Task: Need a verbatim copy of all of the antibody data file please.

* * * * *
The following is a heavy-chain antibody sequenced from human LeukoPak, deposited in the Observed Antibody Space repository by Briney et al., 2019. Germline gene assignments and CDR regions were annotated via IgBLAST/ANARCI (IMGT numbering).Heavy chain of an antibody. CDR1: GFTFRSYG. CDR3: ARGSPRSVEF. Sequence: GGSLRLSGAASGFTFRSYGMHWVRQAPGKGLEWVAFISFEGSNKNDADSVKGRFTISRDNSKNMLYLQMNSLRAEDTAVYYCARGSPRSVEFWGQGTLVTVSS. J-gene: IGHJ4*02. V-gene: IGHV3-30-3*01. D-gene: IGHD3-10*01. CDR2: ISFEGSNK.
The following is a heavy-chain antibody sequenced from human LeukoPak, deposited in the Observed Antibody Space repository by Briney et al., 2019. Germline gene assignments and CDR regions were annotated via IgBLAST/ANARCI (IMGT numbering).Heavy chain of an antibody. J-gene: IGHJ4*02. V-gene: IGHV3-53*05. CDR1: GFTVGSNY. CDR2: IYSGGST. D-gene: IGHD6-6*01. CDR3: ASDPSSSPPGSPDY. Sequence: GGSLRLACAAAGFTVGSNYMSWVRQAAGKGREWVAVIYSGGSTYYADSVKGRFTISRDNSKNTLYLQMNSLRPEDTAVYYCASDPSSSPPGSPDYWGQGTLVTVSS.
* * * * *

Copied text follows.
The following is a heavy-chain antibody sequenced from human LeukoPak, deposited in the Observed Antibody Space repository by Briney et al., 2019. Germline gene assignments and CDR regions were annotated via IgBLAST/ANARCI (IMGT numbering).Heavy chain of an antibody. CDR1: GFTFRSYG. CDR3: ARGSPRSVEF. Sequence: GGSLRLSGAASGFTFRSYGMHWVRQAPGKGLEWVAFISFEGSNKNDADSVKGRFTISRDNSKNMLYLQMNSLRAEDTAVYYCARGSPRSVEFWGQGTLVTVSS. J-gene: IGHJ4*02. V-gene: IGHV3-30-3*01. D-gene: IGHD3-10*01. CDR2: ISFEGSNK.
The following is a heavy-chain antibody sequenced from human LeukoPak, deposited in the Observed Antibody Space repository by Briney et al., 2019. Germline gene assignments and CDR regions were annotated via IgBLAST/ANARCI (IMGT numbering).Heavy chain of an antibody. J-gene: IGHJ4*02. V-gene: IGHV3-53*05. CDR1: GFTVGSNY. CDR2: IYSGGST. D-gene: IGHD6-6*01. CDR3: ASDPSSSPPGSPDY. Sequence: GGSLRLACAAAGFTVGSNYMSWVRQAAGKGREWVAVIYSGGSTYYADSVKGRFTISRDNSKNTLYLQMNSLRPEDTAVYYCASDPSSSPPGSPDYWGQGTLVTVSS.